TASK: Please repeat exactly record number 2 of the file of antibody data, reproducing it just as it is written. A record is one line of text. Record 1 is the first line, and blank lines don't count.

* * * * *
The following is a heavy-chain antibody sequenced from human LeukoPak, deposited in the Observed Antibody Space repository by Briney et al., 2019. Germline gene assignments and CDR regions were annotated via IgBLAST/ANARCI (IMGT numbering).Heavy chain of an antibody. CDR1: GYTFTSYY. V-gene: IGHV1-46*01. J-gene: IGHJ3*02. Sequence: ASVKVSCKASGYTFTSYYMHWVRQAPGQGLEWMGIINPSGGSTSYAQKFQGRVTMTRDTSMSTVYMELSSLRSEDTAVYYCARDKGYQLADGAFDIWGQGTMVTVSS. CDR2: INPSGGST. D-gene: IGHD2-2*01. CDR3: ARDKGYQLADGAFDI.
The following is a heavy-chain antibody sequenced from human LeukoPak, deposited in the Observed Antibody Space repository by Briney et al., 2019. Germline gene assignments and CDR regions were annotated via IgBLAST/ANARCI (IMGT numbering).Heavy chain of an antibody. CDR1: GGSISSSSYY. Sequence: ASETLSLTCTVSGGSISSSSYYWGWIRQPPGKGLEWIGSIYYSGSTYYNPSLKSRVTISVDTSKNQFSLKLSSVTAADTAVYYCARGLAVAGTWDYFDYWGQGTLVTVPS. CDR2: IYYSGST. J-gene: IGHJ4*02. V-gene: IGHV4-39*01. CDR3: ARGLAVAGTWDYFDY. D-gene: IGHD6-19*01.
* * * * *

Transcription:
The following is a heavy-chain antibody sequenced from human LeukoPak, deposited in the Observed Antibody Space repository by Briney et al., 2019. Germline gene assignments and CDR regions were annotated via IgBLAST/ANARCI (IMGT numbering).Heavy chain of an antibody. CDR1: GGSISSSSYY. Sequence: ASETLSLTCTVSGGSISSSSYYWGWIRQPPGKGLEWIGSIYYSGSTYYNPSLKSRVTISVDTSKNQFSLKLSSVTAADTAVYYCARGLAVAGTWDYFDYWGQGTLVTVPS. CDR2: IYYSGST. J-gene: IGHJ4*02. V-gene: IGHV4-39*01. CDR3: ARGLAVAGTWDYFDY. D-gene: IGHD6-19*01.